With less than five days remaining before the dreaded U.S. Government default, here is where the nation stands:

The Republican Party remains committed to having the U.S. House vote on a bill by House Speaker John Boehner, R-Ohio, that cuts federal spending by about $1 trillion, but that faces an uncertain future in the U.S. Senate: operatives say it's not likely to survive Democratic scrutiny in the upper chamber, where Democrats hold a majority.

Moreover, even if the bill made it out of Senate, the White House has promised a veto. White House press secretary Jay Carney Thursday dismissed Boehner's proposal and said it was "dead on arrival" in the Senate, if it passed the House, Bloomberg News reported Thursday.

Over in the Senate, Democrats led by Majority Leader Harry Reid, D-Nev., after an expected defeat of the Boehner's bill, will likely move forward with Reid's $2.2 trillion spending reduction bill.

"Today the House of Representatives will vote on Speaker Boehner's short-term plan to raise the debt ceiling," Reid said in remarks on the Senate floor, The Washington Post rported Thursday. "As soon as the House completes its vote tonight, the Senate will move to take up that bill. It will be defeated. No Democrat will vote for a short-term Band-Aid that would put our economy at risk and put the nation back in this untenable situation a few short months from now."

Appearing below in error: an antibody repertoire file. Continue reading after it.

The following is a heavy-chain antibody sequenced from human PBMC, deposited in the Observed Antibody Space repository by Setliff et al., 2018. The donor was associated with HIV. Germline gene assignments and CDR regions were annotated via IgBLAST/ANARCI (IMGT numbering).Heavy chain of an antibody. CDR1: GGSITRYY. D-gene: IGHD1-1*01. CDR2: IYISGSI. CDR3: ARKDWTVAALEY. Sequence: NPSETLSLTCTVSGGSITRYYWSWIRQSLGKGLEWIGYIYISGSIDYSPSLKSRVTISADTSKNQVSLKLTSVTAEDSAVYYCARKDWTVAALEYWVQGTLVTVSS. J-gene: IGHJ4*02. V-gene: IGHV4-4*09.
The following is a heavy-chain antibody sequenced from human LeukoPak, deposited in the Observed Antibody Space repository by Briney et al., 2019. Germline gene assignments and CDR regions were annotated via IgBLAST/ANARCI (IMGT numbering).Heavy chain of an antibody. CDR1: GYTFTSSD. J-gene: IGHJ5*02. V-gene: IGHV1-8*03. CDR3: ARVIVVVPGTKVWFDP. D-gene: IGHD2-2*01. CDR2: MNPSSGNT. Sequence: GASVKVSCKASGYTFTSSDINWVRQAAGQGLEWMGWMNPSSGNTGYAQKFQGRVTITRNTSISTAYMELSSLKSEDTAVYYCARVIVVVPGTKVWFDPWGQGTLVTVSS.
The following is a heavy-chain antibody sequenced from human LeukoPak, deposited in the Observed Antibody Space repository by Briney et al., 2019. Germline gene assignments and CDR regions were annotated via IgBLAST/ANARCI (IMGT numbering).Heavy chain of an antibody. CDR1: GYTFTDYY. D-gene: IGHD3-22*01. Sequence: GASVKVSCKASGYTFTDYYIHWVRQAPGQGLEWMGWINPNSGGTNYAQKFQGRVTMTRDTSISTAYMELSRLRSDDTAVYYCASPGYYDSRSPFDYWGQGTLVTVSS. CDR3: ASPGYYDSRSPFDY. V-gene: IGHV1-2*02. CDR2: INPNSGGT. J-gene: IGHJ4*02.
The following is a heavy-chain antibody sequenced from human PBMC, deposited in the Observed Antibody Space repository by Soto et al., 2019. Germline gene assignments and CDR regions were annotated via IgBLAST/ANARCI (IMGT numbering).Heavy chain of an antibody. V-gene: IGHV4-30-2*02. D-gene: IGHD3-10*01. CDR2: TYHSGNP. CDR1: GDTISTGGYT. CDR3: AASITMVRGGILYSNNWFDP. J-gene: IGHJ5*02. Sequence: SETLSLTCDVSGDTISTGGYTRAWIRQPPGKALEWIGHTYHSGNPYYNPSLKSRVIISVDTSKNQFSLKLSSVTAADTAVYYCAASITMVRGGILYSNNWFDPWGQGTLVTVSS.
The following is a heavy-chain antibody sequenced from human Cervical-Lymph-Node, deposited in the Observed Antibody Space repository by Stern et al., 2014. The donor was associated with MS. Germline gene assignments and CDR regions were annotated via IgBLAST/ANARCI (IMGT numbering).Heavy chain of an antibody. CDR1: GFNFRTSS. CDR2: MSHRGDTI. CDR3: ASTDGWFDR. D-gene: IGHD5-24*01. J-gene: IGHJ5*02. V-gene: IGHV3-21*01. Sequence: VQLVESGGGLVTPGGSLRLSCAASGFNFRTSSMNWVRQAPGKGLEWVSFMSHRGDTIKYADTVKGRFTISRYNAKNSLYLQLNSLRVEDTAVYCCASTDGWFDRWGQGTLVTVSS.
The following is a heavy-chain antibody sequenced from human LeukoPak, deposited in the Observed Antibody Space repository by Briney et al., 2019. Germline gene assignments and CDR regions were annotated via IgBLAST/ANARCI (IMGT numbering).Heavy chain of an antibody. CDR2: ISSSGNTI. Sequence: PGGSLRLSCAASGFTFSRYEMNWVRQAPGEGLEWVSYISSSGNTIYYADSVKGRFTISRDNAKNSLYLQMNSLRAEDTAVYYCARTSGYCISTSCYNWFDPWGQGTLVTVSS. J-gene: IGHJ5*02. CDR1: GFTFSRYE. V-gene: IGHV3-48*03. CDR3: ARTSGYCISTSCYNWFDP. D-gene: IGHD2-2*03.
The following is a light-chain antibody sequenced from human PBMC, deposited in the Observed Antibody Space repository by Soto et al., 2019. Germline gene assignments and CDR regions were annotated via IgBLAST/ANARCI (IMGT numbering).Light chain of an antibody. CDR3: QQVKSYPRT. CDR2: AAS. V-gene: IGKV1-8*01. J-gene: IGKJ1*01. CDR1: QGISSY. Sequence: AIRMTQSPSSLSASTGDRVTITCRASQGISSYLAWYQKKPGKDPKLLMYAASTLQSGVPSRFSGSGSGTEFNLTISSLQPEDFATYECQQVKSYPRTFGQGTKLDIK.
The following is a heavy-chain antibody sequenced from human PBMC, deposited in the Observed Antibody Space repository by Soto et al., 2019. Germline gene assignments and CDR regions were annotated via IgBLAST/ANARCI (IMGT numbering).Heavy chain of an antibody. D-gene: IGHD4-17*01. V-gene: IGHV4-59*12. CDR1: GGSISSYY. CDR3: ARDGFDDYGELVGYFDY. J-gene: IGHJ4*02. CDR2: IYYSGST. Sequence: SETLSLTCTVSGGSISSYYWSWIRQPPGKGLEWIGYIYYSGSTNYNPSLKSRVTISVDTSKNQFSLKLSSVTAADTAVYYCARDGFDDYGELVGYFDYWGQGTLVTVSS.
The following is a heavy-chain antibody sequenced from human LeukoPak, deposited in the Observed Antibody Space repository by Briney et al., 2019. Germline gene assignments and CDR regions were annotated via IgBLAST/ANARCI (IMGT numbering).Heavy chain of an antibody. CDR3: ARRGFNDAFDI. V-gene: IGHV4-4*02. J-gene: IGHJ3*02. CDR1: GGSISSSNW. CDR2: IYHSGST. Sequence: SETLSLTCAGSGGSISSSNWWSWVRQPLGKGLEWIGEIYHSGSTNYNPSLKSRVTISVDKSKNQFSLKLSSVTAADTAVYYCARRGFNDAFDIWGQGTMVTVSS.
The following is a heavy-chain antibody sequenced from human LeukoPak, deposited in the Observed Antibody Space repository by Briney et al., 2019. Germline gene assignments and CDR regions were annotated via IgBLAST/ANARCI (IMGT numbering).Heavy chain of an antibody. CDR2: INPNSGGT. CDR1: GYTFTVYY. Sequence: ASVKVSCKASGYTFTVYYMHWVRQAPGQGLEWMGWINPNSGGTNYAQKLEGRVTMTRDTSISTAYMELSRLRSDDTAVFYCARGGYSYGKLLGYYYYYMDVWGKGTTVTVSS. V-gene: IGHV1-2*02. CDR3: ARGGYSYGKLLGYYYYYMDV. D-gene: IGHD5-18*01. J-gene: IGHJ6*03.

Reid's statement apparently rules-out use of Boehner's bill in any debt-limit compromise bill between the House and Senate.

President Barack Obama has said he favors Reid's plan. The problem is, however, Reid's plan currently does not have the 60 votes needed to invoke cloture, which cuts off the filibuster, the Senate's unlimited debate freedom.

Meanwhile, the White House has also ruled-out any possible use of the 14th Amendment's debt payment provision, which, some argue, would give the U.S. president the power to raise the debt ceiling.

President Obama said he's consulted with his lawyers and he's not persuaded that his administration would have a winning argument.

Political/Public Policy Analysis: Hence, depending on your perspective both sides are either: a) still  'amping-up' the rhetoric as a negotiating tactic before compromising; or b) pushing the nation to its biggest financial crisis since the end of Lehman Bros. during the start of the financial crisis.

Or, as Vice President Al Gore would say, 'If someone wants to say all of this posturing is a blessing in disguise, it's a darned good disguise.'

We're less than five days from a U.S. Government default, and we're no closer to an agreement to raise the U.S. debt ceiling than we were six months ago. Or a year ago. Maybe the two sides need an attention-getter from the stock and bond markets. Let's hope it doesn't come to that.

Therefore, based on the Thursday's non-progress, on a scale of 0 to 100 percent, the likelihood of a U.S. Government default has been increased to 55 percent on Thursday afternoon, up 10 percentge points from Thursday morning.